Secondly Sophie who in my opinion is the best all round goalkeeper I have seen male or female, she has it all and is actually an extremely decent outfield player too. An undoubted challenger for the number 1 spot in Scotland A squad. Naturally im biased in my choices as I have worked with both girls but there are some fantastic players out there, Celtic and Rangers have some great young talent and a special mention to Central Girls FA who seem to continually produces stars which is a massive credit to their academy work.
 
What do you believe is the best thing about girls football?
There are a few things but also some dislikes. I think the Match Day atmosphere is much more positive and relaxed, I played boys academy games and environments can become competitive which isn’t necessarily good for developing players. In my opinion parents have a tenancy to get carried away, coaches not focused on the right things and in turn the footballers allow the “Pro Youth” go to their heads. The girls game has a lot more focus on developing skill and creativity, parents are more reserved and supportive and generally speaking coaches are more relaxed. One down side is the refereeing, I feel the game is treated differently by officials and the game isn't encouraged to be physical which puts our top players at a disadvantage as fouls that are normally given here aren't in internationals or in the Women's Champions league so our players have to adapt to that.
 
Have you been involved in boys football at any point?
I have indeed. Apart from when I got started in coaching I also worked with my best man Andy Gardner at Glasgow University FC where we took one of the male sides. It was really interesting to see the mens game from a coaching point of view. I also had a brief time with Edusport Academy, although I didn't do very much coaching it was a great opportunity to be involved in Eddie Wolecki Black's back room staff. In fact I would like to use this little Q and A to thank Eddie. As much as I gave my insight into how I got started I owe everything to him. He gave me the opportunity to join Glasgow City and mentored me in his time there teaching and encouraging me to be a better coach and become a student of the game. Eddie is a wonderful coach and a great person and I am forever grateful to him for giving me a real passion for coaching. Anyone who has had a chat with Eddie will understand what I mean he is so passionate about the game and it can rub off on you. He's also passionate about tea no chat with Eddie is complete without a endless supply of the stuff.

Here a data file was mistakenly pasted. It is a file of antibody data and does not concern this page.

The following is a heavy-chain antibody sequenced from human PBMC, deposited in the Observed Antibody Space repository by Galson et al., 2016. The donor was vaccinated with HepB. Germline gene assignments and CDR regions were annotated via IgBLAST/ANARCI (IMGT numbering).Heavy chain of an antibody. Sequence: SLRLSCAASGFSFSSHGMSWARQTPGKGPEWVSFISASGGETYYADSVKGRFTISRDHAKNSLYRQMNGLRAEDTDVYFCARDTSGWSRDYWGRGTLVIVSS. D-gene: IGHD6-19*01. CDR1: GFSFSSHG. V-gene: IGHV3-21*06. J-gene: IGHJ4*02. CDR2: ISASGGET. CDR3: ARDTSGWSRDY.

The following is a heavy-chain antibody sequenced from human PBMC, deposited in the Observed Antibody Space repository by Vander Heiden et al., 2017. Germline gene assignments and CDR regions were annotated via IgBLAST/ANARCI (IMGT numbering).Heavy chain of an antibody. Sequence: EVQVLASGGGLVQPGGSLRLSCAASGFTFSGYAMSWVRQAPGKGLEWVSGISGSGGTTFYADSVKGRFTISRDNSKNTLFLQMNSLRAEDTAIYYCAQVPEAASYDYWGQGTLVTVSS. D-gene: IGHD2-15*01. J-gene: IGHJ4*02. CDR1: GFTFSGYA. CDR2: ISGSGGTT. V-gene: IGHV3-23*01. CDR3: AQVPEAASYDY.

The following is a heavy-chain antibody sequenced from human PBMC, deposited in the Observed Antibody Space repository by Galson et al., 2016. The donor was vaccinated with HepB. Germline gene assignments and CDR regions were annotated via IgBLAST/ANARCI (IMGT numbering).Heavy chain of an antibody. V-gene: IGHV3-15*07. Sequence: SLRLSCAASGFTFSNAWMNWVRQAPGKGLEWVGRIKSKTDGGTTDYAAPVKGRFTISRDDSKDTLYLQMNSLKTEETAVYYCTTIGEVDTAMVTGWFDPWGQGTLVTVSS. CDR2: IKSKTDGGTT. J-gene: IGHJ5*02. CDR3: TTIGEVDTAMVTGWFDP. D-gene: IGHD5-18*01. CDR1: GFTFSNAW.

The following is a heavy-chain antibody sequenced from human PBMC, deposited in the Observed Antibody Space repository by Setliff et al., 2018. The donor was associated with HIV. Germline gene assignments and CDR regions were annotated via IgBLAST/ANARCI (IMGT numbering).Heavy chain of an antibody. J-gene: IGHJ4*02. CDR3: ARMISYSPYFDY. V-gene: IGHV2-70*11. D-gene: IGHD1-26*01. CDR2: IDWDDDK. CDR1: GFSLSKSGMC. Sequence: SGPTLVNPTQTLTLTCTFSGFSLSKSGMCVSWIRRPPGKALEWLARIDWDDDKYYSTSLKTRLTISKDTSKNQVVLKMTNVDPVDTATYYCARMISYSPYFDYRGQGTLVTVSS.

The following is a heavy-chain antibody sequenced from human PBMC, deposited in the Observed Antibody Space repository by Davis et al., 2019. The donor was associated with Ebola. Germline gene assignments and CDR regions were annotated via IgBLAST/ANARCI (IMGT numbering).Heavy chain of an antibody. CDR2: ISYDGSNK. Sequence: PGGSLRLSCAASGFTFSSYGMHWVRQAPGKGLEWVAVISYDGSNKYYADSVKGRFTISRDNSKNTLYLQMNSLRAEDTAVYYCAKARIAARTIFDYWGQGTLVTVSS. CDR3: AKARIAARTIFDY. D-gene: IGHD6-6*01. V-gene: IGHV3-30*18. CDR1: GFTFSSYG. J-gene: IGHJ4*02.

Recent arguments suggest that the girls side of things will eventually overtake mens football at some point, would you agree?
Sadly no, the simple reason is generally its men in charge in most environments including media and football. Whoever in charge decides what you see on TV, what you read in papers and this untimely decides how much companies are willing to invest through sponsorship. Women's football will definitely grow further but I think it has a glass ceiling as long as society is predominantly male controlled. Unfortunately for young females you can't be what you can't see. This means most young females don't aspire to be athletes but instead known for what male she dates. Hopefully this can change.
 
So what are your plans for the future from a coaching point of view?
For the future my immediate plan is to get my UEFA B Licence and then hopefully my A licence but one step at a time. I've coached at every level in Scottish women's football from under 11 to senior except SWPL. I would love a crack at the top level and potentially European football. Its also no secret that I'm a massive Northern Irishman and would love the opportunity to work with the women's national side which is my ultimate goal. 
 
Hyndland Secondary School in Glasgow, has become the first school in Scotland to receive the SSFA Schools Quality Award, having only fully reintroduced football into the school 18 months ago. Scotland manager, Gordon Strachan, said:
“Congratulations to Hyndland Secondary School on becoming the first school in the country to receive the Schools Quality Award. I have fond memories of playing schools football and the rivalries helped me to improve, while the friendships with team-mates have lasted a lifetime.
 
“It provides an invaluable step towards realising your ambitions and I urge all of the players to continue to work hard, challenge yourselves to improve every day and that commitment will serve you well in football and in life.”
 
Maura McNeil, Head Teacher at Hyndland Secondary, was delighted that her School was the first to be recognised with this award, commenting: “To be the first school to receive the Award indicates how much progress our school has made in offering a quality football experience for our young people. Extra-curricular activites such as this play a key role in our young people’s development throughout the whole school and would not be possible without the support and dedication of our teaching staff who give up so much time to provide such important opportunities.”